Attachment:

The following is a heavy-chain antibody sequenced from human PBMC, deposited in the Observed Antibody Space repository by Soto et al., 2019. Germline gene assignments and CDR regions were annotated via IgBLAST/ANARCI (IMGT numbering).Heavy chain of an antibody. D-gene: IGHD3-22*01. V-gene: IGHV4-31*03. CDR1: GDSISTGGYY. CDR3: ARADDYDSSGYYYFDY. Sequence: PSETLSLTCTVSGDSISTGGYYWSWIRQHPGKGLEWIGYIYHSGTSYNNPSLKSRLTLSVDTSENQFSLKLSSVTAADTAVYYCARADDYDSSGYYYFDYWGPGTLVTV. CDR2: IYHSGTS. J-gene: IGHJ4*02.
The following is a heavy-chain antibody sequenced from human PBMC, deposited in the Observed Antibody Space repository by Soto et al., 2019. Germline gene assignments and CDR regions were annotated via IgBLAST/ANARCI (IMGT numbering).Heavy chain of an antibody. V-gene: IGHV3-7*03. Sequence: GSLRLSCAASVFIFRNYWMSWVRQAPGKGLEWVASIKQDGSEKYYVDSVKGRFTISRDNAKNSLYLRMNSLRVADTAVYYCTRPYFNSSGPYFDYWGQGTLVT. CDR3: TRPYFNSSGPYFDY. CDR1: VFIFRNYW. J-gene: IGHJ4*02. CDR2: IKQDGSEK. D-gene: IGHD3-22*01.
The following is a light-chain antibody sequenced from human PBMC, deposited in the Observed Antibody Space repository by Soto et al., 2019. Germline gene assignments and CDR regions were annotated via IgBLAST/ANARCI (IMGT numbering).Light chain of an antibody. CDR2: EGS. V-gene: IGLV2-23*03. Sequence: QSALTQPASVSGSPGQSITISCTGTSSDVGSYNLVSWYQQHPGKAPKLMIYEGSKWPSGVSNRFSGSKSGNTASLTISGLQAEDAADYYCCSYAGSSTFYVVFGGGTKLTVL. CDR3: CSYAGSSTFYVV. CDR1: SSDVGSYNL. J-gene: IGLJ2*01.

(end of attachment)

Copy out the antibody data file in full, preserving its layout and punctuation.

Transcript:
The following is a heavy-chain antibody sequenced from human PBMC, deposited in the Observed Antibody Space repository by Soto et al., 2019. Germline gene assignments and CDR regions were annotated via IgBLAST/ANARCI (IMGT numbering).Heavy chain of an antibody. D-gene: IGHD3-22*01. V-gene: IGHV4-31*03. CDR1: GDSISTGGYY. CDR3: ARADDYDSSGYYYFDY. Sequence: PSETLSLTCTVSGDSISTGGYYWSWIRQHPGKGLEWIGYIYHSGTSYNNPSLKSRLTLSVDTSENQFSLKLSSVTAADTAVYYCARADDYDSSGYYYFDYWGPGTLVTV. CDR2: IYHSGTS. J-gene: IGHJ4*02.
The following is a heavy-chain antibody sequenced from human PBMC, deposited in the Observed Antibody Space repository by Soto et al., 2019. Germline gene assignments and CDR regions were annotated via IgBLAST/ANARCI (IMGT numbering).Heavy chain of an antibody. V-gene: IGHV3-7*03. Sequence: GSLRLSCAASVFIFRNYWMSWVRQAPGKGLEWVASIKQDGSEKYYVDSVKGRFTISRDNAKNSLYLRMNSLRVADTAVYYCTRPYFNSSGPYFDYWGQGTLVT. CDR3: TRPYFNSSGPYFDY. CDR1: VFIFRNYW. J-gene: IGHJ4*02. CDR2: IKQDGSEK. D-gene: IGHD3-22*01.
The following is a light-chain antibody sequenced from human PBMC, deposited in the Observed Antibody Space repository by Soto et al., 2019. Germline gene assignments and CDR regions were annotated via IgBLAST/ANARCI (IMGT numbering).Light chain of an antibody. CDR2: EGS. V-gene: IGLV2-23*03. Sequence: QSALTQPASVSGSPGQSITISCTGTSSDVGSYNLVSWYQQHPGKAPKLMIYEGSKWPSGVSNRFSGSKSGNTASLTISGLQAEDAADYYCCSYAGSSTFYVVFGGGTKLTVL. CDR3: CSYAGSSTFYVV. CDR1: SSDVGSYNL. J-gene: IGLJ2*01.